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The Battles

The British counter attack on Day 2

Bushy Run

 by Don Troiani

August 6, 1763 near present day Harrison City, PA on the road to relieve besieged Fort Pitt.  Scottish Highlanders of the Black Watch, led by Major Alan Campbell, counter-attack and defeat a superior number of Indian braves, effectively ending Pontiac's War. This ended French and Indian resistance in the Ohio Valley and opened it up for European settlement.  Mr. Troiani is one of the foremost battlefield artists in the world.  Although he is usually associated with Civil War scenes, he has taken a special interest in Bushy Run.

As a retired Marine, former school teacher and long time history buff, it's no surprise that I'm fascinated with battlefields. They are great for learning, exploring and honoring the fallen. The tactics, the terrain, the weapons, the personalities, the mistakes, the what-ifs or might-have-beens are all subjects of study, conjecture and learning for me. I've been to battlefields all over the world - Okinawa, Ie Shima, Saipan, Guam, Singapore and Narvik just to name a few. (Narvik, BTW is in Norway and was the site of Nazi Germany's first tactical defeat of WW II in 1940. It was a pitched, close quarters naval surface battle in the port and surrounding fjords. Over 20 ships were sunk. The Narvik area has some great wreck diving, but man that water is cold.)

Likewise, I've visited many in the US.  I was raised in south central Pennsylvania, one of the main battlegrounds of the French and Indian  War. Braddock's Defeat, Fort Ligonier, Fort Pitt, Bushy Run and Fort Necessity (where George Washington surrendered to the French and was released) were all a short drive from home. It was also the site of the Whiskey Rebellion, the only time a U.S. President (George Washington again) has personally led troops on a mission.

We've been to many of the major battle sites in the east. The big ones are a no brainer - Manassas, Gettysburg and the like. They are fascinating and interesting but we like to seek out the ones that don't get a lot of attention. They are all unique with lots of details to be learned. Jumonville Glen, where George Washington started a world war. Fort Mims, the largest Indian massacre in American history.  Monocacy Creek, where a washed up general named Lew Wallace stopped a Confederate attack on Washington D.C. in the last year of the Civil War.  Years later, Wallace wrote Ben Hur.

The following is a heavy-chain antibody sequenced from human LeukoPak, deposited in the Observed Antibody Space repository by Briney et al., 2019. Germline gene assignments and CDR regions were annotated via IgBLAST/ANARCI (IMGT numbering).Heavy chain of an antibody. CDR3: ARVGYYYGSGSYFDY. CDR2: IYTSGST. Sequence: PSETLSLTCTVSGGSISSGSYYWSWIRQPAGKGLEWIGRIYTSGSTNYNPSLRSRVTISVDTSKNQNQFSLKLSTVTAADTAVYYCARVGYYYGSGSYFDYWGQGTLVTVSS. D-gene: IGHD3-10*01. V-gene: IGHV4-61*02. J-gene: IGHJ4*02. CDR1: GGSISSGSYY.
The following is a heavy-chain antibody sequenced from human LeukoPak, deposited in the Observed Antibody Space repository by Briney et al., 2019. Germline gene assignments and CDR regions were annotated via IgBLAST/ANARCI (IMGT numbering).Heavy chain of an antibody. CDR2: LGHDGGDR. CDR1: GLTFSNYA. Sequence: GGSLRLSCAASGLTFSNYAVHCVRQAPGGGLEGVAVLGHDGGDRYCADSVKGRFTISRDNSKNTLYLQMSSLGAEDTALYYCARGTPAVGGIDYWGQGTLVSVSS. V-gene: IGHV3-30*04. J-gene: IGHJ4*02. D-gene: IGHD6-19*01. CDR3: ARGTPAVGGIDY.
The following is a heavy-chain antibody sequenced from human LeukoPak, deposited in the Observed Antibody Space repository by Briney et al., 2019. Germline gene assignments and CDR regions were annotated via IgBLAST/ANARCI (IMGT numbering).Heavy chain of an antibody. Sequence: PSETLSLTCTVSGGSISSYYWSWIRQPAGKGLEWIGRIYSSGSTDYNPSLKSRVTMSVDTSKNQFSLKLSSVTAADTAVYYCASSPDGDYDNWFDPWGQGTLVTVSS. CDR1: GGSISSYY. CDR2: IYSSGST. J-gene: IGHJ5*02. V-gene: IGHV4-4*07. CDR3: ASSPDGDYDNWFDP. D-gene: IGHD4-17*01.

So where does geocaching come in?  Simple-battlefields were made for geocaches. Most sites prohibit placing actual containers on the grounds.  However, there are lots of virtual caches, where you have to find information or features that are there.  There are always regular caches and letterboxes to be found in the surrounding areas.

A great alternative hunt on the battlefield grounds is benchmark hunting. This involves looking for surveyor's disks and other geographic markers placed by government agencies.  Battlefields usually have a number of them. You'll find them on geocaching dot com.

If you're lucky, you might find a webcam cache. There used to be a lot of them and they were fun.  In these, you find a webcam listed in the geocache description, open up the webcam's web site on your trusty smart phone and take a picture of yourself in the camera's view. Then submit the picture as proof of find.  For reasons that have never been clear to anyone, the geomasters took them offline years ago but grandfathered in the existing ones. Many of them have fallen off the grid, but there's still a few around and battlefields are a good place to look. Waterfronts are another.

There's one thing you can be sure of. If you go to a park or battlefield and incorporate some of these geo-activities in your visit, you'll go places and learn things that your average visitor does not. Don't be a drone. Get out there and go hunting off the beaten path.

In the following pages, you'll find battlefields that we have visited, photographed and found caches on in the last several years. We'll concentrate on little known facts or stories to hopefully pique your curiosity. There'll be lots more in the future. We hope you enjoy these brief tours and come back for more.

Semper Fi....Da svidanya....Boris and Natasha